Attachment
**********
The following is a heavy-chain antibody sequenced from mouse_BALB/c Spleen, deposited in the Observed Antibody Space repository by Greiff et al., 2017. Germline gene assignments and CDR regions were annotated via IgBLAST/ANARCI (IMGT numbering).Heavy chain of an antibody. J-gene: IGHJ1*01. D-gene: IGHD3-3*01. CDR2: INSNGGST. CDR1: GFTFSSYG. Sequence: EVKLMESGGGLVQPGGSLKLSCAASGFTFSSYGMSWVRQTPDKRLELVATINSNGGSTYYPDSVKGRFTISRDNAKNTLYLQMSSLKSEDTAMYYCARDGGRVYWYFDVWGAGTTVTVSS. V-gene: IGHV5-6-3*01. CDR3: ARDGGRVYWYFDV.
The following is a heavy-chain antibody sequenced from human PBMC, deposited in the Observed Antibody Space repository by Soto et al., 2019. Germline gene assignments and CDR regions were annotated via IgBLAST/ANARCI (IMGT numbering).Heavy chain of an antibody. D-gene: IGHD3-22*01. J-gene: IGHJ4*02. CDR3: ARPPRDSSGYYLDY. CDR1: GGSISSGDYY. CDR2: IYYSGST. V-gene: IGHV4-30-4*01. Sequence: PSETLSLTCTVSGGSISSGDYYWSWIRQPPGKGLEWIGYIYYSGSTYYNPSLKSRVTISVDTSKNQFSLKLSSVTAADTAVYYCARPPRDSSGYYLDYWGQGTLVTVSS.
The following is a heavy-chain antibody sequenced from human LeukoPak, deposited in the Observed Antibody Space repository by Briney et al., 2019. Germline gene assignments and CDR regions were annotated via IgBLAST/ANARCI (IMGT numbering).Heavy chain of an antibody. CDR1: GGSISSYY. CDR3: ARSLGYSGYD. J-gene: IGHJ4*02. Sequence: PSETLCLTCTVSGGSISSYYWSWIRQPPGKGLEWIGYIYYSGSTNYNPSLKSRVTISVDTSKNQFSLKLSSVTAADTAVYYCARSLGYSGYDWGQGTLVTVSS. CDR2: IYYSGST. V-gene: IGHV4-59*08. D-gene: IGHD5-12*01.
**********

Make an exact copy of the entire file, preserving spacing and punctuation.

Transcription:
The following is a heavy-chain antibody sequenced from mouse_BALB/c Spleen, deposited in the Observed Antibody Space repository by Greiff et al., 2017. Germline gene assignments and CDR regions were annotated via IgBLAST/ANARCI (IMGT numbering).Heavy chain of an antibody. J-gene: IGHJ1*01. D-gene: IGHD3-3*01. CDR2: INSNGGST. CDR1: GFTFSSYG. Sequence: EVKLMESGGGLVQPGGSLKLSCAASGFTFSSYGMSWVRQTPDKRLELVATINSNGGSTYYPDSVKGRFTISRDNAKNTLYLQMSSLKSEDTAMYYCARDGGRVYWYFDVWGAGTTVTVSS. V-gene: IGHV5-6-3*01. CDR3: ARDGGRVYWYFDV.
The following is a heavy-chain antibody sequenced from human PBMC, deposited in the Observed Antibody Space repository by Soto et al., 2019. Germline gene assignments and CDR regions were annotated via IgBLAST/ANARCI (IMGT numbering).Heavy chain of an antibody. D-gene: IGHD3-22*01. J-gene: IGHJ4*02. CDR3: ARPPRDSSGYYLDY. CDR1: GGSISSGDYY. CDR2: IYYSGST. V-gene: IGHV4-30-4*01. Sequence: PSETLSLTCTVSGGSISSGDYYWSWIRQPPGKGLEWIGYIYYSGSTYYNPSLKSRVTISVDTSKNQFSLKLSSVTAADTAVYYCARPPRDSSGYYLDYWGQGTLVTVSS.
The following is a heavy-chain antibody sequenced from human LeukoPak, deposited in the Observed Antibody Space repository by Briney et al., 2019. Germline gene assignments and CDR regions were annotated via IgBLAST/ANARCI (IMGT numbering).Heavy chain of an antibody. CDR1: GGSISSYY. CDR3: ARSLGYSGYD. J-gene: IGHJ4*02. Sequence: PSETLCLTCTVSGGSISSYYWSWIRQPPGKGLEWIGYIYYSGSTNYNPSLKSRVTISVDTSKNQFSLKLSSVTAADTAVYYCARSLGYSGYDWGQGTLVTVSS. CDR2: IYYSGST. V-gene: IGHV4-59*08. D-gene: IGHD5-12*01.